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Five tips to being a great assistant

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Many people aspire to be the boss, lead the company or become a big-shot manager. At least that’s what is said in theory but not everyone is cut out to be a leader. Some people have the skills to be great support staff and help keep an organization running like clockwork. But don’t be fooled—the job of support staff to a group of people or the assistant to one person is not an easy one. In fact, it’s tougher to be an assistant sometimes because the skills set to thrive as a successful assistant is so large.{{more}} Here’s what you need to know.

Do you have the personality? Yes, not all personality types are designed to be an assistant. You must be outgoing, pleasant, and possess a love for people because you are the gatekeeper, and visitors and phone calls have to be filtered through you before getting to your boss. If you are not a people person, you can cause much damage to the professional relationships with the organization. We’ve all encountered the rude person who refuses to be pleasant.

Can you follow directions? When you are the assistant, you are constantly bombarded with directions: do this, go here, call this person. If you are unable to do what is expected of you without developing a bad attitude and feeling dumped on, then maybe you have a chance to prove skills in other areas of the job.

Can you think on your feet? Very often you are given some basic directions and you are expected to fill in the gaps when problems arise. Your boss is only concerned with results, and if you are not able to figure out how to solve complex issues without your boss’ input, that could be a strike against you. Unfortunately, that skill can also work against you. If you overstep your bounds and make a decision without clearance and it backfires, your boss will be less than happy. The trick is to know when to think on your feet and when to go back and ask for help.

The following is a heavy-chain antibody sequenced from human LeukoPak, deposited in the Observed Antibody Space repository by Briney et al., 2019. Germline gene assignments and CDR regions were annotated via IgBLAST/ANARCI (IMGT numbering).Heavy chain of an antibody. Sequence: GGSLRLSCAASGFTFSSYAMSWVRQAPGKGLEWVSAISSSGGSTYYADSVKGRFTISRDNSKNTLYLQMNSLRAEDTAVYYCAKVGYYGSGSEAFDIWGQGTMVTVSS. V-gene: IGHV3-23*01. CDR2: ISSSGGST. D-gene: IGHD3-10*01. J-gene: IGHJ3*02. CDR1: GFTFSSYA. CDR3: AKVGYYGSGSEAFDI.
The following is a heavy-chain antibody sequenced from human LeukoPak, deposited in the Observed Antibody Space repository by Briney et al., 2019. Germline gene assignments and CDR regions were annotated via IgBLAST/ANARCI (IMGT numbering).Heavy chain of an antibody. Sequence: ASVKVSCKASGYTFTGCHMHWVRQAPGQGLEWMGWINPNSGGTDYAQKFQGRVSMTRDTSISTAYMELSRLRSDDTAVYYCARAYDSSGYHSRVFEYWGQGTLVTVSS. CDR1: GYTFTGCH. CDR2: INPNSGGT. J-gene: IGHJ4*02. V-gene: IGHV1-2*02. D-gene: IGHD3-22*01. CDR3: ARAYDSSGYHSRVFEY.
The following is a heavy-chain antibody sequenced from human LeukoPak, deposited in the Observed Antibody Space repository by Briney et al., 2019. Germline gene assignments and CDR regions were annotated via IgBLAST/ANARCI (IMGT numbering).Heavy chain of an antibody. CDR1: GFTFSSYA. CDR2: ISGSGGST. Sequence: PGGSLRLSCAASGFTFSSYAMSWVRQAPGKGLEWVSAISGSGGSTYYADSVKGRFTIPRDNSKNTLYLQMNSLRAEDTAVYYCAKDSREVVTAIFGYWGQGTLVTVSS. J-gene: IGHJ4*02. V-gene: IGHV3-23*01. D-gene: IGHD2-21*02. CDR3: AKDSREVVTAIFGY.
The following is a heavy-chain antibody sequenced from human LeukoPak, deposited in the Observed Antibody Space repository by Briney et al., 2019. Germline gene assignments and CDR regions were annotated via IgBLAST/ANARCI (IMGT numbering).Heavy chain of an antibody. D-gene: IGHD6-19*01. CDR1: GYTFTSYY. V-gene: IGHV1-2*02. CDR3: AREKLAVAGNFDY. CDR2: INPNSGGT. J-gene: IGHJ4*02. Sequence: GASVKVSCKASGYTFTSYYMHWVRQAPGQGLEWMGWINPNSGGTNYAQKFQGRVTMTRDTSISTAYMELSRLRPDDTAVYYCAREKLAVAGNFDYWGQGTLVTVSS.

Are you a good listener? We all hear and we all have ears but hearing and listening are two different skills, and too often professional relationships are derailed because assistants hear but do not listen. Get into the habit of paraphrasing when listening. Say something like, “Did I understand you clearly when you said…” and then repeat what you think you heard so the speaker can correct you at that time.

Can you handle pressure? Assistants become the verbal punching bag when things go wrong. The boss yells, the staff and the clients yell and scream, and it all seems to be aimed at you. A good assistant must learn how not to fall apart or take those comments too personally. They just happen to be the face that seems most vulnerable.

What many people don’t realize is the amount of power an assistant has. Even though the job may seem horrible, being the gatekeeper will put you in touch with many different people and, if you are good at networking, the job can prove to be a goldmine.

Karen Hinds is “The Workplace Success Expert.” For a FREE SPECIAL REPORT on Avoiding Career Killers in the Workplace, send an email to info@workplacesuccess.com

Visit online at www.workplacesuccess.com

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